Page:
On DJ Danger Mouse’s Grey Album

Not long after I bought my Beetle, at the tail end of 2004, I decided I needed an awesome album for the Beetle’s stereo.

I needed the Grey Album.

The Grey Album was the infamous mash of Jay-Z’s The Black Album and The Beatles’ The Beatles (which everyone refers to as “The White Album,” because of its white cover) by DJ Danger Mouse. It became fairly widely distributed on the Internet, even after EMI, the Beatles’ publisher, sent out cease-and-desist orders to various and sundry websites.

I’m not sure how I heard of it. Maybe I read of it in a magazine. I think it appeared in a music album “Best Of” list I read about the same time as I bought the Beetle. Yes, the more I think about it, the more I think that sounds correct.

Yes, I could have found it for download, but I only had dial-up at the time, and I didn’t have a CD burner. So I turned to eBay, and I found a vender who was selling the album. And it came to me as a CD-R with a printed label in an envelope.

I listened to it, even though Jay-Z isn’t really my style. I liked it.

I may have told the story about the hellish trip from Raleigh to Baltimore for Shore Leave in 2005 (though, curiously, I only allude to it in a Shore Leave write-up). For those coming in late…

The Woodrow Wilson was under construction or repair or somesuch, so the stretch of the Washington Beltway between the 395 merge and the Woodrow Wilson was bumper-to-bumper at two miles an hour. For reasons I can’t explain, I decided that I wasn’t going to sit in traffic and run the air conditioning; I cranked all the windows down and opened the sun roof instead. (And I ended up with sunburned knees for my trouble.) I put a CD in the stereo — yes, the Grey Album — and I had it cranked up, and I was bopping and banging my head like a fiend.

And then!

I could “feel” someone staring at me. This sense that there were eyes on me was overwhelming. I looked up, and I looked to my left, and I saw a white cargo-style van. And there were two little kids staring at me, giving me a look that said, “What’s this white boy doing listening to the Jigga Man?” I smiled, flashed them the ILY sign, and went back to rocking out to the Grey Album.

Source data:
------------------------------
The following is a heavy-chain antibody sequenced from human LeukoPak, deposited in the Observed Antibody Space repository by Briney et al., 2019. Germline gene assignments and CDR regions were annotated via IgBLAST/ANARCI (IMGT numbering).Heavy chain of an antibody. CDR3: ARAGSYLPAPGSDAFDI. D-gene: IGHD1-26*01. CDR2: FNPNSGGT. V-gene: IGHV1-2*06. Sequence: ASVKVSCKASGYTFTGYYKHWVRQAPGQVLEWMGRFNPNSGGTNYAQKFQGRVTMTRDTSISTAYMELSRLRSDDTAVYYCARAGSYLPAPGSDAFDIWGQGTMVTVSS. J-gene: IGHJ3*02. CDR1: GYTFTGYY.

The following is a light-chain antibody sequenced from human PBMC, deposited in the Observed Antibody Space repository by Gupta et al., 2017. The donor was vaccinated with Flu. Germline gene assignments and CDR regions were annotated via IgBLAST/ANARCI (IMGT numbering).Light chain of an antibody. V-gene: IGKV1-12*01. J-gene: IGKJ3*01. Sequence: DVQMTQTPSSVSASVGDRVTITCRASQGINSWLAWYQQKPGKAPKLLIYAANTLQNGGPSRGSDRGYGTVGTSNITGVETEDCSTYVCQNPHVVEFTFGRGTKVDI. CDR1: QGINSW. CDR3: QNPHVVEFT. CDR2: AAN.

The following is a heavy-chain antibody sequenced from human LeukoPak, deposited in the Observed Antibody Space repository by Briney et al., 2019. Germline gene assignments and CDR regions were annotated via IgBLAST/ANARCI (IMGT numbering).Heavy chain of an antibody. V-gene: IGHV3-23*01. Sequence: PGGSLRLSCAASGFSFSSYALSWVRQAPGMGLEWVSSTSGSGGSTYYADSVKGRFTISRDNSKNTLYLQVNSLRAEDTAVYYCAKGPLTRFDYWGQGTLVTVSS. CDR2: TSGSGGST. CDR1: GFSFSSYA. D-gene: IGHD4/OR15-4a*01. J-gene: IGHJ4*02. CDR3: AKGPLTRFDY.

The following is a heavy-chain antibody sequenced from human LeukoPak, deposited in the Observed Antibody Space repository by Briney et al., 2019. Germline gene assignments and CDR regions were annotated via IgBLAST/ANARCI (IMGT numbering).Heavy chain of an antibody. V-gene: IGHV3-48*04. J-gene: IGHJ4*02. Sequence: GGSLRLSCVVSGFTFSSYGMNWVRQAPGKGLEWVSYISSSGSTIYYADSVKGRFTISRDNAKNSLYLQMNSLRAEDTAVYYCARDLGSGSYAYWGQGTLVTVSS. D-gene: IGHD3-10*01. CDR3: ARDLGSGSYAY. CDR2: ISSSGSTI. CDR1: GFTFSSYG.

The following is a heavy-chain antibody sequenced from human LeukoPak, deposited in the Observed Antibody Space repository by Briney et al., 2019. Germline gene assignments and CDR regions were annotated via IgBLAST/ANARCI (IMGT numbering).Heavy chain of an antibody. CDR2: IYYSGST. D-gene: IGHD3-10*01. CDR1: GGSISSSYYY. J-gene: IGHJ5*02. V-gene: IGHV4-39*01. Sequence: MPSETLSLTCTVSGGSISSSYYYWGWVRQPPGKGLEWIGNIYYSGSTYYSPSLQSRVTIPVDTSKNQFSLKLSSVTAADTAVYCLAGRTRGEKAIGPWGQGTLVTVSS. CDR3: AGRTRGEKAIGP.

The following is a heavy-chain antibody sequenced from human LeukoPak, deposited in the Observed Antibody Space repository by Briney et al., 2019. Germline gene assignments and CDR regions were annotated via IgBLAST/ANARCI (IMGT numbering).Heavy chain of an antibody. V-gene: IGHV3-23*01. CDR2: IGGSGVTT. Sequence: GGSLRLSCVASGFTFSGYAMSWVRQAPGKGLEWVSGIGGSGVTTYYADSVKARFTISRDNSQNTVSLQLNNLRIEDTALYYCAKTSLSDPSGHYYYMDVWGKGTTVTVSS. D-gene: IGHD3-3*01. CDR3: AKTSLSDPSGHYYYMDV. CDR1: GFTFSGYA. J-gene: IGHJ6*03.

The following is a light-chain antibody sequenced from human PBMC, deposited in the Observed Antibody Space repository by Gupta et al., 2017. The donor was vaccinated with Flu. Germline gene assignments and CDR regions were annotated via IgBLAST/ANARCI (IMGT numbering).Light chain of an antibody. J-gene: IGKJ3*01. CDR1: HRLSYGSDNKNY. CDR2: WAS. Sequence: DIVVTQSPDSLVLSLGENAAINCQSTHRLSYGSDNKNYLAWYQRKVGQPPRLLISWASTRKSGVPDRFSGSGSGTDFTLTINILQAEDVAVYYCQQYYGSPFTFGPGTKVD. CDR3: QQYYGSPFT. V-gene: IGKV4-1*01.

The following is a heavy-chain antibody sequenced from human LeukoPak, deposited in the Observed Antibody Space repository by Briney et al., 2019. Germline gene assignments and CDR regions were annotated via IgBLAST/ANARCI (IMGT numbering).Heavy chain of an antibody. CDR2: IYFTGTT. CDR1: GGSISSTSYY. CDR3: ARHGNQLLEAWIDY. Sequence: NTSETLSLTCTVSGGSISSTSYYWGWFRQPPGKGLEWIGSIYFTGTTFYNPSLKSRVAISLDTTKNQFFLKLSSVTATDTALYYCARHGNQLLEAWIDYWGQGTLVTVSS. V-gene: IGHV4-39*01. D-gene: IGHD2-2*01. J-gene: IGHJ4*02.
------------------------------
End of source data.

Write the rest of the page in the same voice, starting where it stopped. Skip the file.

I hadn’t listened to the Grey Album in a while. Probably a year or two. I do listened to some other Jay-Z mashes — I like the Jaydiohead mashes (Jay-Z meets Radiohead) a great deal, and Viva La Hova (Jay-Z meets Coldplay) is pretty enjoyable, too. There’s also OJAYZIS — Jay-Z meets Oasis — but I’m not as fond of that one.

After Farpoint, I discovered that my old CD-R, from years ago, no longer played. (CD-Rs, sadly, do not last forever.) I found a download, and very soon I had the album again.

In headphones, it really and truly sounds impressive. DJ Danger Mouse did an impressive job bringing together two very different musical styles and making them compatible. If you ever want an example of what an awesome band the Beatles were, listen to the backing tracks on the Grey Album; there is some truly sharp musicianship, from Ringo Starr’s drumming to Paul McCartney’s bass to George Harrison’s guitar work.

It’s simply an amazing sounding album. Perhaps even a better piece of work than LOVE, the Cirque de Soliel album.

what brings this up? I’ve seen quotes, in the past week, from both Jay-Z and Sir Paul McCartney that discuss the album.

First, Jay-Z, from an episode of NPR’s Fresh Air last November: “I think it was a really strong album. I champion any form of creativity. And that was a genius idea to do, and it sparked so many others like it. It’s really good. … I was honored someone took the time to mash those records up with Beatles records. I was honored to be on quote-unquote the same song with The Beatles.”

And, more recently, Sir Paul McCartney: “I didn’t mind when something like that happened with the Grey Album. But the record company minded. They put up a fuss. But I was like, ‘Take it easy guys, it’s a tribute.'”

It’s too bad this album will never be released officially. If you like the Beatles and/or hip-hop, it’s definitely worth tracking down — and it’s easily found online. 🙂

I should probably track down the Beatles/Wu-Tang mash-up next….

Published by Allyn

A writer, editor, journalist, sometimes coder, occasional historian, and all-around scholar, Allyn Gibson is the writer for Diamond Comic Distributors' monthly PREVIEWS catalog, used by comic book shops and throughout the comics industry, and the editor for its monthly order forms. In his over ten years in the industry, Allyn has interviewed comics creators and pop culture celebrities, covered conventions, analyzed industry revenue trends, and written copy for comics, toys, and other pop culture merchandise. Allyn is also known for his short fiction (including the Star Trek story "Make-Believe,"the Doctor Who short story "The Spindle of Necessity," and the ReDeus story "The Ginger Kid"). Allyn has been blogging regularly with WordPress since 2004.

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